The good news for PSU fans is that during the final 10 days of camp, there were signs of slow yet steady growth. Starting right tackle and redshirt freshman Andrew Nelson improved drastically but not as much as junior center Angelo Mangiro. In fact, Mangiro was dubbed the best overall lineman during camp. Take that with a grain of salt because it could be viewed as being the best of a bad group, but from what Lion’s Pride has learned, the coming out party of Mangiro and the sophomore guards has given Franklin increased hope for this team’s clear cold sore.
Defense. That is what this program was built on for 40-plus years under Joe Paterno. And defense will again be the strength of Penn State’s 2014 outfit.
The front four will consist of Austin Johnson and Anthony Zettel on the inside surrounded by C.J. Olaniyan and Deion Barnes on the ends. Barnes needs to recapture the All-American potential he flashed at times during his freshman season in 2012. In the words of Bill Cowher, “rush the quarterback” – plain and simple. Not only is the starting quartet strong, the rotation unit of Brad Bars, Tyrone Smith, Carl Nassib (who some inside the program believe has the best all-around potential of the bunch), Parker Cothren and former New Jersey star Garrett Sickels.
The linebackers, when defensive coordinator Bob Shoop employs the base 4-3 scheme, will be fifth-year senior Mike Hull in the middle with Nyeem Wartman and Brandon Bell on the outside. Bell turned heads during camp and most believe this will be a breakout season for the true sophomore. Wartman was downright awful in stretches last season but has the raw athletic ability to play the position effectively. He better – freshman Jason Cabinda is hot on his tail. The good news here is that position coach Brent Pry is widely considered to be one of the best in the business. The hope is that Pry can pry (sorry, too easy) that extra mustard out of Wartman and elevate him to where he needs to be. Candidly, Wartman is not where he needs to be.
When State faces a mostly aerial attack and pulls one of the linebackers off the field, Franklin’s “star” position will be inserted as a hybrid linebacker/safety. The recent movement of Koa Farmer to linebacker was executed specifically to develop him into this unique position. Farmer will redshirt and is expected to begin his playing career in 2015 once he adds 10-12 pounds in the weight room.
As for this season’s hybrid (read: a juiced-up nickelback)? The jury is still out.
The starting backfield will look like Jordan Lucas and Da’Quan “Bull” Davis on the corners with seniors Adrian Amos and Ryan Keiser at safety. Shoop has heaped extraordinary praise on Keiser throughout the preseason; he loves the kid. Davis has outplayed the very disappointing Trevor Williams, who showed so much promise in the 2013 Blue White game after O’Brien moved him to defense from his recruited position of receiver. Expect Davis and Williams to split time, but Davis appears to have won the starting job.
Backing up Amos is Malik Golden, a redshirt sophomore who stuck with the program and retained his commitment during the early stages of the scandal. Golden, like Williams, was moved to the defensive backfield in lieu of wideout and should see heavy special teams minutes. It’s important to keep an eye on him; when Amos leaves, Golden will likely take his spot next season. Keiser’s backup, at least for the time being, is Jesse Della Valle. Della Valle has a wonderful personality…how ’bout those Flyers?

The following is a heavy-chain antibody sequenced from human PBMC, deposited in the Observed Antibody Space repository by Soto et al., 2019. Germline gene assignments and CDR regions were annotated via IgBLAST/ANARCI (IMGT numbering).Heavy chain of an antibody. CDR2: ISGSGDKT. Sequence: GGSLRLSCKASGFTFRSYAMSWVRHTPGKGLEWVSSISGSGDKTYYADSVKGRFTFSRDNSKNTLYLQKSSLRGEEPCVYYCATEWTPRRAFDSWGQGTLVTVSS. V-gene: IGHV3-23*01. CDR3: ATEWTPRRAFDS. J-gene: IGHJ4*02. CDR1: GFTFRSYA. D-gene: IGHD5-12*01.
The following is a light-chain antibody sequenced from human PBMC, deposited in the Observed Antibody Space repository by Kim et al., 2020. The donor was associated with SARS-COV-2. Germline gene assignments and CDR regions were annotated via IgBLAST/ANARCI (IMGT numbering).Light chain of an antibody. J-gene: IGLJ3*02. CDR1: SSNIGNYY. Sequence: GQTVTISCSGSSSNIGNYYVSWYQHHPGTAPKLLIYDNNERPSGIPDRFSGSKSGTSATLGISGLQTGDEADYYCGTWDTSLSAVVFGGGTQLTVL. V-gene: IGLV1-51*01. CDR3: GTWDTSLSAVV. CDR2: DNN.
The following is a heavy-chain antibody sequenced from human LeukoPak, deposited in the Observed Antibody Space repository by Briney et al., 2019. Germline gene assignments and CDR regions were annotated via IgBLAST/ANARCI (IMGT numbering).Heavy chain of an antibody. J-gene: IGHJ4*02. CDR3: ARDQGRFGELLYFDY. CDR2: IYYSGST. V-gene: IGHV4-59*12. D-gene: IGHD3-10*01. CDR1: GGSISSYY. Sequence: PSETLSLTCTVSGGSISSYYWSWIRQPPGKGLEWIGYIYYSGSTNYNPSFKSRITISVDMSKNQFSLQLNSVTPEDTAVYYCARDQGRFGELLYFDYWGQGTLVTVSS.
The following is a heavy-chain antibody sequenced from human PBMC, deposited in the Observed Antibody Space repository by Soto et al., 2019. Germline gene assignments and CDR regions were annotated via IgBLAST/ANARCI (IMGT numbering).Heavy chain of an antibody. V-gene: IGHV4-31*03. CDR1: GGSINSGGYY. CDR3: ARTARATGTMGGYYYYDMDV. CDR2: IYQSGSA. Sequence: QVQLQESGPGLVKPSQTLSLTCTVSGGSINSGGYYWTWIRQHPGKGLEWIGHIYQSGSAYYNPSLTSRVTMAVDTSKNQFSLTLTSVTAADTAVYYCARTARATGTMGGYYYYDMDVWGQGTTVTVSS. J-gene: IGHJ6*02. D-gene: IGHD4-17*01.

In other news, the frosh class of DBs has blown the coaching staff away. Amani Oruwariye and Grant Haley are ready to play right now and the staff probably will not redshirt either one of them. Lucas, Williams and Davis (who all have a redshirt option remaining) are juniors, which works out perfectly – the staff can insert Oruwariye and Haley as junior starters in 2016 and the decision (to not redshirt them) will avoid hesitation from juniors in high school (the class who will sign in February of 2016) from seeing a logjam on the depth chart.
WHAT WILL THE 2014 WIN/LOSS COLUMN LOOK LIKE?
With the talent level as it currently stands, this team should win eight games. A realistically look at the schedule produces one probable loss in at least one of the four non-conference games, and Nittany Nation should not freak out if that one loss occurs in the opener. Not only did Central Florida finish 12-1 and win the Fiesta Bowl last season, this will be Franklin’s first game with a new team and scheme. Don’t forget what happened in O’Brien’s debut against an opponent from an inferior conference.
Temple could be the other non-conference loss. The Owls continue to improve every season, have been inching closer and closer to beating State over the last decade, and the game is sandwiched between two league road games in mid-November when the Nittany Lions will be worn down due to the roster/depth restrictions.
So pick your poison – for argument’s sake, choose one of the two above and accept it as a loss. That creates a 3-1 record outside of the conference.
Now look at the league schedule. What was originally planned as the “big” non-conference opponent of the season when it was scheduled (thanks, Jeff Nelson) years ago is now the Big Ten opener for State when it travels to New Jersey to play Rutgers in two weeks. This situation was, of course, created when Jim Delaney opted for the money grab and snatched up the New York City and Washington, D.C. metro areas for the Big Ten Network with the additions of Rutgers and Maryland to the conference.
Following a win in what will effectively be a home game in Piscataway, PSU will improve to 2-0 with a victory over Northwestern in late September. Despite having a bye week before both Michigan and Ohio State, both contests will likely fall into the loss column. From there, however, the only foreseeable opponent who poses a serious threat is the season finale against Michigan State.
Add it all up and an 8-4 mark (5-3, 3-1) would be a nice, solid achievement for Franklin in his first season in charge.